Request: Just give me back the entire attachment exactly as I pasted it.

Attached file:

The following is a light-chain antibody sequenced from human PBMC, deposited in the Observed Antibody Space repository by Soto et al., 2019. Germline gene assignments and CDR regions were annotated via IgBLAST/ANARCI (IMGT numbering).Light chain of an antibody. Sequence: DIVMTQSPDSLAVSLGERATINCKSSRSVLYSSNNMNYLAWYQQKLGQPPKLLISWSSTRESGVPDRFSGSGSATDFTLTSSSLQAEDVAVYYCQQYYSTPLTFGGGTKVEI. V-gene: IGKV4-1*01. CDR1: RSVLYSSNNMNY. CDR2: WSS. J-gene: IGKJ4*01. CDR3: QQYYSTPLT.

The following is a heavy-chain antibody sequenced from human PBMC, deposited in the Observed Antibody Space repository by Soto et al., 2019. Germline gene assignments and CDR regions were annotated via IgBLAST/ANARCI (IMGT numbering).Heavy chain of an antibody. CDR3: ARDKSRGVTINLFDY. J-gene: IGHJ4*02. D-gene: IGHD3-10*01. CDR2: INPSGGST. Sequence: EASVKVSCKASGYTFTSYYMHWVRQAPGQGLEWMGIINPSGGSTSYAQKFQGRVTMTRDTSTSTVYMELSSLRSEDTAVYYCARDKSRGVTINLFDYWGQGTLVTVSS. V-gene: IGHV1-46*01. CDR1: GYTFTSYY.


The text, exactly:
The following is a light-chain antibody sequenced from human PBMC, deposited in the Observed Antibody Space repository by Soto et al., 2019. Germline gene assignments and CDR regions were annotated via IgBLAST/ANARCI (IMGT numbering).Light chain of an antibody. Sequence: DIVMTQSPDSLAVSLGERATINCKSSRSVLYSSNNMNYLAWYQQKLGQPPKLLISWSSTRESGVPDRFSGSGSATDFTLTSSSLQAEDVAVYYCQQYYSTPLTFGGGTKVEI. V-gene: IGKV4-1*01. CDR1: RSVLYSSNNMNY. CDR2: WSS. J-gene: IGKJ4*01. CDR3: QQYYSTPLT.

The following is a heavy-chain antibody sequenced from human PBMC, deposited in the Observed Antibody Space repository by Soto et al., 2019. Germline gene assignments and CDR regions were annotated via IgBLAST/ANARCI (IMGT numbering).Heavy chain of an antibody. CDR3: ARDKSRGVTINLFDY. J-gene: IGHJ4*02. D-gene: IGHD3-10*01. CDR2: INPSGGST. Sequence: EASVKVSCKASGYTFTSYYMHWVRQAPGQGLEWMGIINPSGGSTSYAQKFQGRVTMTRDTSTSTVYMELSSLRSEDTAVYYCARDKSRGVTINLFDYWGQGTLVTVSS. V-gene: IGHV1-46*01. CDR1: GYTFTSYY.